Firewall is a device that monitors network security and filters incoming and outgoing network traffic based on previously established security policies. Essentially, a firewall is a barrier between an internal network and the public Internet. The main purpose of a firewall is to allow non-threatening traffic to enter the network and block malicious traffic.
History of Firewalls
Firewalls have existed since the late 1980s and began as a packet filter, which is a network set up to inspect packets or bytes transmitted between computers. Although packet filtering firewalls are still in use today, firewalls have come a long way as the technology has evolved throughout the decades.
- Stage 1: Virus
Generation 1, late 1980s, virus attacks on standalone PCs affected all businesses and spurred anti-virus products.
- Stage 2: Network
Generation 2, mid-1990s, attacks from the internet affected all business and prompted the creation of firewalls.
- Stage 3: Application
Generation 3, early 2000s, exploited vulnerabilities in applications that affected most businesses and fueled Intrusion Prevention Systems Products (IPS).
- Stage 4: Payload
Generation 4, circa 2010, the rise of targeted, unknown, dodge, multi-image attacks affecting most businesses and promoting anti-bot and sandbox products.
- Stage 5: Mega
Generation 5, circa 2017, large-scale, multi-vector, mega-attacks that use advanced tools and also drive threat prevention solutions.
Back in 1993, Check Point CEO Gil Shwed introduced the first stateful check firewall, FireWall-1. Go back 27 years, when firewalls were still an organization’s first line of defense against cyberattacks. Today’s firewalls, including Next Generation Firewall and Network Firewall, support a variety of functions and capabilities with built-in features, including:
- Cyber threat prevention
- Identity and application-based control
- Hybrid Cloud Support
- Scalable performance
Types of Firewalls
- Packet Filtering
A small amount of data is analyzed and distributed according to the filter criteria.
- Proxy Service
The network security system protects while filtering data at the application layer.
- Check status
Packet filtering monitors active connections to determine which network packets to allow access through the Firewall.
- Next Generation Firewall (NGFW)
The firewall examines packets deeply at the application level.
What does the firewall do?
Firewalls are an essential part of any security architecture and separate threats from server-level protections and hand them over to your network security appliance. Firewalls, and especially Next Generation Firewalls, focus on preventing malware and application layer attacks, along with built-in intrusion prevention (IPS), Firewalls This next generation can react quickly and seamlessly to detect and respond to external attacks across the entire network.
We can set up policies to better protect your network and perform quick assessments to detect intrusive or suspicious activity, like malware, and shut it down.
Why do we need a firewall?
Firewalls can work based on pre-set policies to better protect your network and can perform quick assessments to detect invasive or suspicious activity, such as malware and turn it off. By leveraging firewalls for your security infrastructure, you are setting up your network with specific policies to allow or block incoming and outgoing traffic.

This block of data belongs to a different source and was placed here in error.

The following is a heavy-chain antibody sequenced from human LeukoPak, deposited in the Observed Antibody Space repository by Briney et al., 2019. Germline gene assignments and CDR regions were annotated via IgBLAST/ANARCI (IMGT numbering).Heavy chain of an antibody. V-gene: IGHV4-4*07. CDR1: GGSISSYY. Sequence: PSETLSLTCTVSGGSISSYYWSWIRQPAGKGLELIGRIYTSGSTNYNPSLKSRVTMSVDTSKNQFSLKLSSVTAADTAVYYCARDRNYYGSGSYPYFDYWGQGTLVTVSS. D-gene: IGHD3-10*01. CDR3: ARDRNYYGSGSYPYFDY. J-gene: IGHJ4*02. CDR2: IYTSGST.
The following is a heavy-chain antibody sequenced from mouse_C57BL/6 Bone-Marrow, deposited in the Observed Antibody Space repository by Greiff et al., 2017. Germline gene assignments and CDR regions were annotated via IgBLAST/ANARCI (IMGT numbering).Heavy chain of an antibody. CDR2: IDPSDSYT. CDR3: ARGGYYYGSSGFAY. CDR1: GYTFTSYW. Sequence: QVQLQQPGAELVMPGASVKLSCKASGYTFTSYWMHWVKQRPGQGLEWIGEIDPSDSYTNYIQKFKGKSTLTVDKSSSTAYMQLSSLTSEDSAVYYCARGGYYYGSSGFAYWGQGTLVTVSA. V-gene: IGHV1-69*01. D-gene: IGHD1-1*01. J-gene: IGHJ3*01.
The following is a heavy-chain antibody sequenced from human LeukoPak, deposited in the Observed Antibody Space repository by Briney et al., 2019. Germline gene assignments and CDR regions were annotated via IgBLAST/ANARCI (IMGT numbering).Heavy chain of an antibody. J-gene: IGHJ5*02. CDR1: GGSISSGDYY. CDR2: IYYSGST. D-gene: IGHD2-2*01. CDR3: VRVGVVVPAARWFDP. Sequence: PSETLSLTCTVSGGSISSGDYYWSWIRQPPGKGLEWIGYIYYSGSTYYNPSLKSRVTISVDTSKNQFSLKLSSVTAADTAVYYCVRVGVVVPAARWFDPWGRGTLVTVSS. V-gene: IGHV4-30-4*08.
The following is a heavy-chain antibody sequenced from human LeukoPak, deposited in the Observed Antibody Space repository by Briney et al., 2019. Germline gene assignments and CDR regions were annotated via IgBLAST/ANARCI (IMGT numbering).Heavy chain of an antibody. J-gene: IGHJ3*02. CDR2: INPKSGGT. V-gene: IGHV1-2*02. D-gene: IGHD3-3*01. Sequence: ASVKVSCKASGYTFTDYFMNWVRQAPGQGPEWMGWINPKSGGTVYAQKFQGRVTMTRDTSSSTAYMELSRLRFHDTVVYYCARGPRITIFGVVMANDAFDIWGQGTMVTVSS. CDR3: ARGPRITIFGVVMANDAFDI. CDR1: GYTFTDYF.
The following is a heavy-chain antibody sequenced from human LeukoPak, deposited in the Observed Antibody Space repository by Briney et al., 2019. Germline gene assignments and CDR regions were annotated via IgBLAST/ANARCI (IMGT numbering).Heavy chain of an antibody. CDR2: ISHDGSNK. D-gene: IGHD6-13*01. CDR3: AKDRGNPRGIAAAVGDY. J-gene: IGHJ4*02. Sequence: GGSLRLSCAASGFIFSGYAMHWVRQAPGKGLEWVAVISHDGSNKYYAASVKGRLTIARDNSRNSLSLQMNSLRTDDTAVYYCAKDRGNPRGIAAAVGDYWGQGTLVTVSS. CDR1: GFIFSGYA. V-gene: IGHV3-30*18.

Test network layer vs application layer
The packet filter or the network layer examines packets at the relatively low level of the TCP/IP protocol, not allowing packets to pass through a firewall unless they conform to an established set of rules, where the source and destination rules based on Internet Protocol (IP) and ports. Network layer inspection firewalls perform better than similar devices that test the application layer. The downside is that unwanted applications or malware can bypass allowed ports, e.g. Internet traffic going through HTTP and HTTPS web protocols, ports 80 and 443 respectively.
Importance of NAT and VPN
Firewalls also perform basic network-level functions such as Network Address Translation (NAT) and Virtual Private Network (VPN). NAT internal client or server IP addresses that may fall within a “private address range”, as defined in RFC 1918, to a public IP address. Hiding the addresses of protected devices helps preserve a limited number of IPv4 addresses and is a safeguard against network snooping because IP addresses are hidden from the Internet.
Similarly, a Virtual Private Network (VPN) extends a private network over a public network that typically encrypts packets to protect them while traveling over the Internet. This allows users to securely send and receive data over shared or public networks.
Next-generation firewalls and more
Next-generation firewalls inspect packets at the application level of TCP/IP and can identify applications such as Skype or Facebook and enforce security policies based on application type.
Today, UTM (Unified Threat Management) appliances and Next Generation Firewalls also include threat prevention technologies such as IPS or Antivirus systems to detect and block malware and other threats. threaten. These devices may also include sandboxing technology to detect threats in files.
As cybersecurity continues to evolve and attacks become more sophisticated, Next Generation Firewalls will continue to be an essential component of any organization’s security solution, whether you in the data center, network, or cloud.
Alternatively, you can also try the Windows Firewall Control application for more effective firewall control here.